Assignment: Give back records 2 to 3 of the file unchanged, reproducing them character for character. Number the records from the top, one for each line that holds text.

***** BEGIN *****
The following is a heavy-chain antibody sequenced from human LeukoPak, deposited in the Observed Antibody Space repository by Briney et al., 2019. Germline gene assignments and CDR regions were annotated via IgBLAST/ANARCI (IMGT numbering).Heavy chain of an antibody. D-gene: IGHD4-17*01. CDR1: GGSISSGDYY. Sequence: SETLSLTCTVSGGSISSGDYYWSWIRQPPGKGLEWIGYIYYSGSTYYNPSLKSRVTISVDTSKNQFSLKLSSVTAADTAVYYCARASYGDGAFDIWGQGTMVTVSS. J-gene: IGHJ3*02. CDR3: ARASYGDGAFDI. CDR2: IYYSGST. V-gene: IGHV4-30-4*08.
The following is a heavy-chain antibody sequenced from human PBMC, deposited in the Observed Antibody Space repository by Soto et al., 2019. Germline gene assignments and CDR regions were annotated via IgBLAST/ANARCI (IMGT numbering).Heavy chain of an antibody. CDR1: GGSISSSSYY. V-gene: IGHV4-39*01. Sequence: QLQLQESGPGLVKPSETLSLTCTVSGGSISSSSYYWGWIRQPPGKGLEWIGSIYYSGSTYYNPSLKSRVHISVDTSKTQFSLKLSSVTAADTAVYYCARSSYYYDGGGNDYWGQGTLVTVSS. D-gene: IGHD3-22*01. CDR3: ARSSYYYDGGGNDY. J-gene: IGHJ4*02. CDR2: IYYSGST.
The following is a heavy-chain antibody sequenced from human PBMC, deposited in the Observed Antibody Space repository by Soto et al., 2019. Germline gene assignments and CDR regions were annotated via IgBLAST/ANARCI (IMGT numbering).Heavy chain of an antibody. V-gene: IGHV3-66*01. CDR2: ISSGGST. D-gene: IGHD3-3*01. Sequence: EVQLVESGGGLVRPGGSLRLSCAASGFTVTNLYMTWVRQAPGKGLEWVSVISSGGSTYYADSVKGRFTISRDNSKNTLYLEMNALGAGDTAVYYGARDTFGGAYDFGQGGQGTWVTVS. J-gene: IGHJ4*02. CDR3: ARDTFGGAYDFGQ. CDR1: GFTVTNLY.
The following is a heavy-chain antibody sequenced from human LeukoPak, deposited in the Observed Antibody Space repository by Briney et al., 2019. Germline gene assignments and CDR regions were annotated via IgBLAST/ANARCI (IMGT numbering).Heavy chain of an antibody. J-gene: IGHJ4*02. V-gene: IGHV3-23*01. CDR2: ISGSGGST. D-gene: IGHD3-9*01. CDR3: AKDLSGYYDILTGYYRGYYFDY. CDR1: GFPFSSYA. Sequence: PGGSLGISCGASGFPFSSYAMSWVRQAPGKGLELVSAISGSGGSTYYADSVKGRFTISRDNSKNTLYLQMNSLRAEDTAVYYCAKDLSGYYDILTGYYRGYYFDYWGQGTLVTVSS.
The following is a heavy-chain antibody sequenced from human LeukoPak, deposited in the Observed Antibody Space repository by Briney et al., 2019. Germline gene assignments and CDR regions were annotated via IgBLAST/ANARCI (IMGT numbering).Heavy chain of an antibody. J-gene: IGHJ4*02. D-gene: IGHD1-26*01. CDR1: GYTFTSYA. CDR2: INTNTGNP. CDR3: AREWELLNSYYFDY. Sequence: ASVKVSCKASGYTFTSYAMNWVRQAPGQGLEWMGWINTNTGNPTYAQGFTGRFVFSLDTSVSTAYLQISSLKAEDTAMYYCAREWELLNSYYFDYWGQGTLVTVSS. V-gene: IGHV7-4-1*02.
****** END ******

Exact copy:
The following is a heavy-chain antibody sequenced from human PBMC, deposited in the Observed Antibody Space repository by Soto et al., 2019. Germline gene assignments and CDR regions were annotated via IgBLAST/ANARCI (IMGT numbering).Heavy chain of an antibody. CDR1: GGSISSSSYY. V-gene: IGHV4-39*01. Sequence: QLQLQESGPGLVKPSETLSLTCTVSGGSISSSSYYWGWIRQPPGKGLEWIGSIYYSGSTYYNPSLKSRVHISVDTSKTQFSLKLSSVTAADTAVYYCARSSYYYDGGGNDYWGQGTLVTVSS. D-gene: IGHD3-22*01. CDR3: ARSSYYYDGGGNDY. J-gene: IGHJ4*02. CDR2: IYYSGST.
The following is a heavy-chain antibody sequenced from human PBMC, deposited in the Observed Antibody Space repository by Soto et al., 2019. Germline gene assignments and CDR regions were annotated via IgBLAST/ANARCI (IMGT numbering).Heavy chain of an antibody. V-gene: IGHV3-66*01. CDR2: ISSGGST. D-gene: IGHD3-3*01. Sequence: EVQLVESGGGLVRPGGSLRLSCAASGFTVTNLYMTWVRQAPGKGLEWVSVISSGGSTYYADSVKGRFTISRDNSKNTLYLEMNALGAGDTAVYYGARDTFGGAYDFGQGGQGTWVTVS. J-gene: IGHJ4*02. CDR3: ARDTFGGAYDFGQ. CDR1: GFTVTNLY.